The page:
In Karbala, Religious Grief Translates to Big Business

“By wearing black, they’re expressing their condolences to Imam al-Hussein’s mother,” Ghufran explains her children’s and her own wardrobe. Pious behaviour during the month, and during Ashura, is supposed to be a credit to the religious and Ghufran feels sure that wearing black clothes can only earn herself and her family religious merit.

And the cost of the black clothing and black fabric is nothing when compared to the importance of the memorial day and the devotion shown, she says.

“And I’m not the only one here who respects this tradition,” Ghufran explains. “There are a lot of people who wear black here at this time. They also hang black flags on their houses and put black cloth on the walls of their rooms.”

 And while many locals feel sad to be wearing black clothing and commemorating the death of a beloved icon, there is one contingent in Karbala who are not quite as distressed about the tradition: the cloth and clothing merchants of the southern Iraqi city. Black outfits and fabrics at Ashura mean big business for them. They prepare their stocks months beforehand and await the buyers impatiently.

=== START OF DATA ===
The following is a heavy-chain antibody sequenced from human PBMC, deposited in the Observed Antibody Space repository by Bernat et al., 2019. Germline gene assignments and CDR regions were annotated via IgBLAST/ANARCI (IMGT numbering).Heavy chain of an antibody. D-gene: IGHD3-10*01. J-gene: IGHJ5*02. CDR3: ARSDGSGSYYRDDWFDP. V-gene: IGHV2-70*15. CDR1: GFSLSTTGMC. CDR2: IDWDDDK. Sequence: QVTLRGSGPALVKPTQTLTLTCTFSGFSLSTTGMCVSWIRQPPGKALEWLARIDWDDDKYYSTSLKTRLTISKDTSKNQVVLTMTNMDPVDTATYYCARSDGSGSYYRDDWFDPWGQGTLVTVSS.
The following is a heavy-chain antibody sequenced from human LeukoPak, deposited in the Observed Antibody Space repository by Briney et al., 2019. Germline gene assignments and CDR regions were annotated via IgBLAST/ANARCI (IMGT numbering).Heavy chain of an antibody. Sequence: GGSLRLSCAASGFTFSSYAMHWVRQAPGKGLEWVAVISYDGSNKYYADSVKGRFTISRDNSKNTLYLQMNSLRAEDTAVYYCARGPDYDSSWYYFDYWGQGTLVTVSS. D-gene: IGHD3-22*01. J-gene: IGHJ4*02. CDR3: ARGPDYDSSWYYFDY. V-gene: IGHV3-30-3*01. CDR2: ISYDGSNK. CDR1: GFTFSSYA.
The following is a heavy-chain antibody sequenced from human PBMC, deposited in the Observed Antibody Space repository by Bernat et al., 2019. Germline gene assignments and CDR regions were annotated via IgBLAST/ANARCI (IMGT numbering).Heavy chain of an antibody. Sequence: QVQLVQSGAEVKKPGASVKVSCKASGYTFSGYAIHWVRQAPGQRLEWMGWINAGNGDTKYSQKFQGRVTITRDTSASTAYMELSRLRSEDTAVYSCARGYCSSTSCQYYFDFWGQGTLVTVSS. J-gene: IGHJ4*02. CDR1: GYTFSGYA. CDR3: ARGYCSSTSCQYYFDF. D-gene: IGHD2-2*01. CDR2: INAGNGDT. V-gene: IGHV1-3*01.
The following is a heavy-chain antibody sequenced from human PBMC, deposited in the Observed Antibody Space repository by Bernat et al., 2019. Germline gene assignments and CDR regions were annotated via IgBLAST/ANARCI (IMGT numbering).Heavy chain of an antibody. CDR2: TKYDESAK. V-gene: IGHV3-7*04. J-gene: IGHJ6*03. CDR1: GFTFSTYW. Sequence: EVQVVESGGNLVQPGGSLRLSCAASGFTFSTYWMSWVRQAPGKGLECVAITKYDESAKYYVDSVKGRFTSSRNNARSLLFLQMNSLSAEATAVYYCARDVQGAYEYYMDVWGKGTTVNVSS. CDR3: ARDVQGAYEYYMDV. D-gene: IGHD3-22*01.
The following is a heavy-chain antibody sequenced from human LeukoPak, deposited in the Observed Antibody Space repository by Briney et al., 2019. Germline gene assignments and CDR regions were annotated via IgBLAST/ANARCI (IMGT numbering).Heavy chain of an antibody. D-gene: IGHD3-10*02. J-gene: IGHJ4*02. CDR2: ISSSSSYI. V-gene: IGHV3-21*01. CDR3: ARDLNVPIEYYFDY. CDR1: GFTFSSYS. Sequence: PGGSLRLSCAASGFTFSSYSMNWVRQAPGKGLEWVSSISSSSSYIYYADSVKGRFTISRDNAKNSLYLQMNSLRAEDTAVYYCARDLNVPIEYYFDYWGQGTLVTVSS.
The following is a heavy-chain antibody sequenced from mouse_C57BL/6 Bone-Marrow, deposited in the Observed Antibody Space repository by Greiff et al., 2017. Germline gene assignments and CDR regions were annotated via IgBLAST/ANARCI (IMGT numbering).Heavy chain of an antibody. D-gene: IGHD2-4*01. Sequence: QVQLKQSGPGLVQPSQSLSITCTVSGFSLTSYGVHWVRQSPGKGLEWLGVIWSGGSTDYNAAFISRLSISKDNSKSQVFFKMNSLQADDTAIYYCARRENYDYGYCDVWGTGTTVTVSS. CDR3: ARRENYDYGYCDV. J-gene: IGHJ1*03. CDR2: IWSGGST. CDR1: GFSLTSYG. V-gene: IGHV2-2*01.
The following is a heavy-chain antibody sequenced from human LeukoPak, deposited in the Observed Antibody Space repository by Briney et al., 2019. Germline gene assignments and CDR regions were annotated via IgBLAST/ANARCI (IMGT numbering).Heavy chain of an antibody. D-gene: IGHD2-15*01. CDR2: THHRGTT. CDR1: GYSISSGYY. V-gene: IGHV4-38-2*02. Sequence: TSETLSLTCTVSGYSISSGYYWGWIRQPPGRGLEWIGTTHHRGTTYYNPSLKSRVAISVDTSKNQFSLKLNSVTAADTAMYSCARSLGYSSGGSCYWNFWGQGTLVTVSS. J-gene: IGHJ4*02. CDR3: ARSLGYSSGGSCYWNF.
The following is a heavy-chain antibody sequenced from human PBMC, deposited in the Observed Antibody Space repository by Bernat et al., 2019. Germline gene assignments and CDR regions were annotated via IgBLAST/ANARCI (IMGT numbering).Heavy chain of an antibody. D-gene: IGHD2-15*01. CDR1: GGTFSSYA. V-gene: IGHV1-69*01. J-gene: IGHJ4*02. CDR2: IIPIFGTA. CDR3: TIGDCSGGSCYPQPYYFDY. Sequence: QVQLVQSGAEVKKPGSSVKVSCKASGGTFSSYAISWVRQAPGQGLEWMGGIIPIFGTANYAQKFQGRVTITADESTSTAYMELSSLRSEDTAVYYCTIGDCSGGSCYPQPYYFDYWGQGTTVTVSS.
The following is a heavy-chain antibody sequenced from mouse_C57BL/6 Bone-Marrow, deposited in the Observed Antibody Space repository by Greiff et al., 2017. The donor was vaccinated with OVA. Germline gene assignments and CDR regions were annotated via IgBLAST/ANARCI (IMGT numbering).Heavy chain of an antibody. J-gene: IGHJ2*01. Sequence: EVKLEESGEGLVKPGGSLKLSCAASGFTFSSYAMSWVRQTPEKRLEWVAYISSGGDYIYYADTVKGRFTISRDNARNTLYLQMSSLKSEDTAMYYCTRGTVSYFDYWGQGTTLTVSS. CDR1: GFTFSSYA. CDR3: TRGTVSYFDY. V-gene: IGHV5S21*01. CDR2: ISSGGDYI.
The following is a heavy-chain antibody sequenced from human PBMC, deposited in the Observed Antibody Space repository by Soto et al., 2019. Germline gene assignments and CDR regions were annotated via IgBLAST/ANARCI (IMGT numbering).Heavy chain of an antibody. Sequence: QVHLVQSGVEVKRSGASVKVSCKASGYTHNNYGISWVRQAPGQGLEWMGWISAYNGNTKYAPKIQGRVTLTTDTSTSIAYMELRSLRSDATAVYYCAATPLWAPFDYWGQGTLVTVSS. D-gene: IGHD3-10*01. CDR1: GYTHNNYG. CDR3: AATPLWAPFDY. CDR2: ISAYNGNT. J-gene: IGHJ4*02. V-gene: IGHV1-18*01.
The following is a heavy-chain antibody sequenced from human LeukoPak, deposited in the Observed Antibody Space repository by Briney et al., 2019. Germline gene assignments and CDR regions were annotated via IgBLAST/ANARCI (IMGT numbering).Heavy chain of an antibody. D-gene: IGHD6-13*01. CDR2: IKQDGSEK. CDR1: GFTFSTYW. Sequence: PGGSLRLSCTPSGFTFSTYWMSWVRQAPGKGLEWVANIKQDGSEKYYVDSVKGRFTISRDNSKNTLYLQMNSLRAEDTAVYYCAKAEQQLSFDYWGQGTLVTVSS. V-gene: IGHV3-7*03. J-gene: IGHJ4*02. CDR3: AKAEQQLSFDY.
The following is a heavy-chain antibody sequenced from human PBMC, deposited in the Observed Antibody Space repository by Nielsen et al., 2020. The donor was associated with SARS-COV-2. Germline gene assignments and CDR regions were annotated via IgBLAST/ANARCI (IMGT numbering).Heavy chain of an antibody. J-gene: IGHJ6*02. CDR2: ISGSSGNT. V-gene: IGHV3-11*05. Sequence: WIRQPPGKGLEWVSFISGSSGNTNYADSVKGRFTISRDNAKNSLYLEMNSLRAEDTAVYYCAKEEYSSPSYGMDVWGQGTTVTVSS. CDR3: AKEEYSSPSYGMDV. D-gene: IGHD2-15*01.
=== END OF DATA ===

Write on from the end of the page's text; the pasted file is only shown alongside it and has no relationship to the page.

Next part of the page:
“The prices do seem to go up every year,” Ghufran muses. She says she’s spent around US$115 on black clothing for herself and her family already this year and she agrees that, yes, the cloth merchants must be making good money on this tradition.

Only a few steps past Ghufran, Hussein Shihab is trying to attract customers into his store. “Sale, sale,” he calls. “Come in and see! Good quality, low prices!”

Shihab is 38 and he started his business selling black cloth and gifts on the pavement. Now he has a small store in a popular shopping street in Karbala’s centre – today the shop window is almost completely full of black clothing.

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